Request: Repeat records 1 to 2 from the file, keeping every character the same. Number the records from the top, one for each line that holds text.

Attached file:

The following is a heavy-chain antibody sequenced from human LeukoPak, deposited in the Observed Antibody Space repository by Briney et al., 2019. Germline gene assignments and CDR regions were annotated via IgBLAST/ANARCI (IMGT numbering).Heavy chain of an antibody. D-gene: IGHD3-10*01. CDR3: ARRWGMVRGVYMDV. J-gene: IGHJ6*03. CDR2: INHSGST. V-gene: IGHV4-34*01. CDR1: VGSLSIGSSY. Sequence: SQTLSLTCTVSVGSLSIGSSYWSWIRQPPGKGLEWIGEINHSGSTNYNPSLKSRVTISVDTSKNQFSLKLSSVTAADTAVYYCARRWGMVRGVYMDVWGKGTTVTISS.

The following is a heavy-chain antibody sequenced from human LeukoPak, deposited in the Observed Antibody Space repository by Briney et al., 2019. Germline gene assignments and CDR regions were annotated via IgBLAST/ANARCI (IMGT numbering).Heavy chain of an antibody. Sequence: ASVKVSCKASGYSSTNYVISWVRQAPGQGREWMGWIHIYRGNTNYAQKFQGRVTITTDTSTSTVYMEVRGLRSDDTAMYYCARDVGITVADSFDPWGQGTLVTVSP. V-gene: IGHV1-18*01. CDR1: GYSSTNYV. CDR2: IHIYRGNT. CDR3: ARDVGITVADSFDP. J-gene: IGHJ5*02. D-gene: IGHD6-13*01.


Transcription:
The following is a heavy-chain antibody sequenced from human LeukoPak, deposited in the Observed Antibody Space repository by Briney et al., 2019. Germline gene assignments and CDR regions were annotated via IgBLAST/ANARCI (IMGT numbering).Heavy chain of an antibody. D-gene: IGHD3-10*01. CDR3: ARRWGMVRGVYMDV. J-gene: IGHJ6*03. CDR2: INHSGST. V-gene: IGHV4-34*01. CDR1: VGSLSIGSSY. Sequence: SQTLSLTCTVSVGSLSIGSSYWSWIRQPPGKGLEWIGEINHSGSTNYNPSLKSRVTISVDTSKNQFSLKLSSVTAADTAVYYCARRWGMVRGVYMDVWGKGTTVTISS.

The following is a heavy-chain antibody sequenced from human LeukoPak, deposited in the Observed Antibody Space repository by Briney et al., 2019. Germline gene assignments and CDR regions were annotated via IgBLAST/ANARCI (IMGT numbering).Heavy chain of an antibody. Sequence: ASVKVSCKASGYSSTNYVISWVRQAPGQGREWMGWIHIYRGNTNYAQKFQGRVTITTDTSTSTVYMEVRGLRSDDTAMYYCARDVGITVADSFDPWGQGTLVTVSP. V-gene: IGHV1-18*01. CDR1: GYSSTNYV. CDR2: IHIYRGNT. CDR3: ARDVGITVADSFDP. J-gene: IGHJ5*02. D-gene: IGHD6-13*01.